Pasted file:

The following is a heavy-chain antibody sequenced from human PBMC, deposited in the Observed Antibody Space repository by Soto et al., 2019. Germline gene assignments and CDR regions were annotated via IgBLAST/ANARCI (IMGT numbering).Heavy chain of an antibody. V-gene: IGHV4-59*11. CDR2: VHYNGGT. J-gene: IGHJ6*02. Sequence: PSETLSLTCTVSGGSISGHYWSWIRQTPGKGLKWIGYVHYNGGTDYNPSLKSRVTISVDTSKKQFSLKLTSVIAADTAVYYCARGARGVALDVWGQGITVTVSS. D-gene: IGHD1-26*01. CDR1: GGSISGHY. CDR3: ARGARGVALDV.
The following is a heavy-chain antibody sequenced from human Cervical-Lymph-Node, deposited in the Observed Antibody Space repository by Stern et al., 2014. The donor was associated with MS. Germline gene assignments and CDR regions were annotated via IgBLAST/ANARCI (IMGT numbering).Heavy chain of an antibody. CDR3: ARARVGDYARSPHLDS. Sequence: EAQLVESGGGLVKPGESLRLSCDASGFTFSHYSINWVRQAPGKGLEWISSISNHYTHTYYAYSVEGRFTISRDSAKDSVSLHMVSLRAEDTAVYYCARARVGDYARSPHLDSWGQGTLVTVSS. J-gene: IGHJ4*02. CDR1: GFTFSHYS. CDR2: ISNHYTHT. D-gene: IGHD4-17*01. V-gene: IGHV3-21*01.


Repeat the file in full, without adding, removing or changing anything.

The following is a heavy-chain antibody sequenced from human PBMC, deposited in the Observed Antibody Space repository by Soto et al., 2019. Germline gene assignments and CDR regions were annotated via IgBLAST/ANARCI (IMGT numbering).Heavy chain of an antibody. V-gene: IGHV4-59*11. CDR2: VHYNGGT. J-gene: IGHJ6*02. Sequence: PSETLSLTCTVSGGSISGHYWSWIRQTPGKGLKWIGYVHYNGGTDYNPSLKSRVTISVDTSKKQFSLKLTSVIAADTAVYYCARGARGVALDVWGQGITVTVSS. D-gene: IGHD1-26*01. CDR1: GGSISGHY. CDR3: ARGARGVALDV.
The following is a heavy-chain antibody sequenced from human Cervical-Lymph-Node, deposited in the Observed Antibody Space repository by Stern et al., 2014. The donor was associated with MS. Germline gene assignments and CDR regions were annotated via IgBLAST/ANARCI (IMGT numbering).Heavy chain of an antibody. CDR3: ARARVGDYARSPHLDS. Sequence: EAQLVESGGGLVKPGESLRLSCDASGFTFSHYSINWVRQAPGKGLEWISSISNHYTHTYYAYSVEGRFTISRDSAKDSVSLHMVSLRAEDTAVYYCARARVGDYARSPHLDSWGQGTLVTVSS. J-gene: IGHJ4*02. CDR1: GFTFSHYS. CDR2: ISNHYTHT. D-gene: IGHD4-17*01. V-gene: IGHV3-21*01.